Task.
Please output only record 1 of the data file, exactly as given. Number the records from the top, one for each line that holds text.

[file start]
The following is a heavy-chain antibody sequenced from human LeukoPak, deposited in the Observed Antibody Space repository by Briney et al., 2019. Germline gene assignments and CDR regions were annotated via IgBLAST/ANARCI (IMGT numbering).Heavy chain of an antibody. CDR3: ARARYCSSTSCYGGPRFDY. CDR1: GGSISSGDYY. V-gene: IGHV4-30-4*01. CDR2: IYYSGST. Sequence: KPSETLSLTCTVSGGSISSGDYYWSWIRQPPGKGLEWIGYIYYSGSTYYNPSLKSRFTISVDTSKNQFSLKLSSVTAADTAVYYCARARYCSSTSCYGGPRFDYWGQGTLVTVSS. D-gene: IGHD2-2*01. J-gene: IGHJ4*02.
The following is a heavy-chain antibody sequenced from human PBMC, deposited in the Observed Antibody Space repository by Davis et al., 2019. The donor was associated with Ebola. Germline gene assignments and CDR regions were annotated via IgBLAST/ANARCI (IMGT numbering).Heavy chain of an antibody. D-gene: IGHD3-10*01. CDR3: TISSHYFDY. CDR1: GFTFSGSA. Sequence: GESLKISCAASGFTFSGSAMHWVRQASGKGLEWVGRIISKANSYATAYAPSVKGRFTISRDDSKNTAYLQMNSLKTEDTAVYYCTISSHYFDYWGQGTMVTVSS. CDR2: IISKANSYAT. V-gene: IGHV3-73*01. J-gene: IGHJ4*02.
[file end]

The following is a heavy-chain antibody sequenced from human LeukoPak, deposited in the Observed Antibody Space repository by Briney et al., 2019. Germline gene assignments and CDR regions were annotated via IgBLAST/ANARCI (IMGT numbering).Heavy chain of an antibody. CDR3: ARARYCSSTSCYGGPRFDY. CDR1: GGSISSGDYY. V-gene: IGHV4-30-4*01. CDR2: IYYSGST. Sequence: KPSETLSLTCTVSGGSISSGDYYWSWIRQPPGKGLEWIGYIYYSGSTYYNPSLKSRFTISVDTSKNQFSLKLSSVTAADTAVYYCARARYCSSTSCYGGPRFDYWGQGTLVTVSS. D-gene: IGHD2-2*01. J-gene: IGHJ4*02.